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Title: The determinants of the profitability of micro-life insurers in Nigeria and South Africa
Author: Oyekan, Olajumoke I. B.
Awarding Body: University of Bath
Current Institution: University of Bath
Date of Award: 2013
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This thesis examines the factors that influence the profitability of micro-life insurance firms in Nigeria and South Africa. In particular, the joint impact of cost efficiency, ownership structure, leverage and reinsurance together with other institutional factors, on the profitability of commercial micro-life insurance providers are investigated. The cost efficiency estimates are derived using two main frontier efficiency estimation techniques; data envelopment analysis (DEA) and stochastic frontier analysis (SFA) in a first-stage analysis. Furthermore, a panel data feasible generalised least squares (FGLS) estimator, which helps to simultaneously control for the presence of heteroskedasticity and serial correlation in the sample data, is employed to test the research hypotheses. Using the FGLS estimator in a panel of 61 firms over the period covering 2005 and 2010, the study supports as well as contradicts the results of prior studies. The present study finds that the economic insights derived using either DEA or SFA in the computation of cost efficiency, as well as its components - technical and allocative efficiency- are relatively similar. The empirical results further suggest that cost efficiency which is positively associated with profitability is significant for the business success of micro-life insurers. Furthermore, empirical evidence indicates that the increasing use of leverage helps to improve profitability, while the increasing use of reinsurance reduces profitability. Contrary to expectations, the interaction between reinsurance and leverage decreases the profitability of micro-life insurance firms. The empirical results reveal no statistically significant relation between ownership structure and the profitability of micro-life insurers for all the stock-ownership forms considered. On the other hand, the study finds that firm-specific effects such as the company size, product mix, length of time of operations in the market (age), and macro-economic factors such as the average annual interest rates, are significant drivers of the profitability of micro-life insurers. The present study contributes potentially valuable insights on the performance of micro-life insurance operations, and its conclusions could be of interest and relevance to local and multinational insurers and reinsurers, industry regulators and other interested parties such as multinational investors.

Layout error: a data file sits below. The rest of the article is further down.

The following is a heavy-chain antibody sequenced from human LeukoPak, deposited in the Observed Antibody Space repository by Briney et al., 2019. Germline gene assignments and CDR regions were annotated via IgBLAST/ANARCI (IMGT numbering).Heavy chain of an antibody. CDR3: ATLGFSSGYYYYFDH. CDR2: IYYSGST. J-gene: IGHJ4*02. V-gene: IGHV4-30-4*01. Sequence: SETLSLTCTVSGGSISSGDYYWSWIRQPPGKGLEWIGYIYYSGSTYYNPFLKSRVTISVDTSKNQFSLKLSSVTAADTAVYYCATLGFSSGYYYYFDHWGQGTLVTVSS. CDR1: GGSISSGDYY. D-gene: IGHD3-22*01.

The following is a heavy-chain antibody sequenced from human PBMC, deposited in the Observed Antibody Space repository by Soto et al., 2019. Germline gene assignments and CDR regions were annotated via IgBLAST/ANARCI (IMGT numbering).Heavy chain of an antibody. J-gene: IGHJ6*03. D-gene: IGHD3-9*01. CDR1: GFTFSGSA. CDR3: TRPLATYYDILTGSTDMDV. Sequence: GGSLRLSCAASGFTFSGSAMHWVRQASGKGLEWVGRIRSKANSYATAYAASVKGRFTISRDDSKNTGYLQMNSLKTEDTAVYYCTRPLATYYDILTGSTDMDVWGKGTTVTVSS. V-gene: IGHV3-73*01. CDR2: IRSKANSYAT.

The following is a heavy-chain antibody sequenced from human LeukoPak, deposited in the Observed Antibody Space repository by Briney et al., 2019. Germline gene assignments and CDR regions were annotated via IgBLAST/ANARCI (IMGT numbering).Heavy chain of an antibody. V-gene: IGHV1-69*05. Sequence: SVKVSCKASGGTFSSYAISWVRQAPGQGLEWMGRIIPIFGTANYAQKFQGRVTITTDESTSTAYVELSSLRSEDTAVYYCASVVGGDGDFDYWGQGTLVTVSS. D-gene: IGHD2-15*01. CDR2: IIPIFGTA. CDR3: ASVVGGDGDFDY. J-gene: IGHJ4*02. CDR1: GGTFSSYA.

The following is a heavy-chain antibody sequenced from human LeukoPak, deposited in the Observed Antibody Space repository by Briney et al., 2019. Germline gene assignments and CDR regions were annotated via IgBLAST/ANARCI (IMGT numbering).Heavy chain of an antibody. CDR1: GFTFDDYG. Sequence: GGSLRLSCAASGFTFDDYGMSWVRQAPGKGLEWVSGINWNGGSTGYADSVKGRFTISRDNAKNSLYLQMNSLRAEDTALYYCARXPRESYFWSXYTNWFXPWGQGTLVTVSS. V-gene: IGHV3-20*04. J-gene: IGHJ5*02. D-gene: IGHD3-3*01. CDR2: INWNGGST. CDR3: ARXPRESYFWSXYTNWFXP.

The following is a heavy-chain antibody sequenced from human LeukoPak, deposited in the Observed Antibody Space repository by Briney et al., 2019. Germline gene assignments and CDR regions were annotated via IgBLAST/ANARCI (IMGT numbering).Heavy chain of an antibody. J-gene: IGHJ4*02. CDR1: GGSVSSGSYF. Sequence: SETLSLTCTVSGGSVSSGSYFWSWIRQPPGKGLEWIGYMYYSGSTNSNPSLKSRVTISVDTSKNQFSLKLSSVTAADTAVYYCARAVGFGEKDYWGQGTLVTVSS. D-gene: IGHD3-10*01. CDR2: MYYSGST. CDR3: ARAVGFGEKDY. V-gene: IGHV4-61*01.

Supervisor: Not available Sponsor: Not available
Qualification Name: Thesis (Ph.D.) Qualification Level: Doctoral
EThOS ID:  DOI: Not available